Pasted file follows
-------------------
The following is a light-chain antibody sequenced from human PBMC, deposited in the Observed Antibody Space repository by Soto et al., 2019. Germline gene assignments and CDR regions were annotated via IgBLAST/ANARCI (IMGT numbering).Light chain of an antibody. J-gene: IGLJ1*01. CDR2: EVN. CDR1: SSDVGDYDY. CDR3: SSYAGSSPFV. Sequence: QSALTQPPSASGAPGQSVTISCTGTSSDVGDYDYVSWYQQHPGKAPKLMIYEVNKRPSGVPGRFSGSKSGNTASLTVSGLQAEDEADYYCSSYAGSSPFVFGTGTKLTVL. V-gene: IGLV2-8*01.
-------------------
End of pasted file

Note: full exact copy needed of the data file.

The following is a light-chain antibody sequenced from human PBMC, deposited in the Observed Antibody Space repository by Soto et al., 2019. Germline gene assignments and CDR regions were annotated via IgBLAST/ANARCI (IMGT numbering).Light chain of an antibody. J-gene: IGLJ1*01. CDR2: EVN. CDR1: SSDVGDYDY. CDR3: SSYAGSSPFV. Sequence: QSALTQPPSASGAPGQSVTISCTGTSSDVGDYDYVSWYQQHPGKAPKLMIYEVNKRPSGVPGRFSGSKSGNTASLTVSGLQAEDEADYYCSSYAGSSPFVFGTGTKLTVL. V-gene: IGLV2-8*01.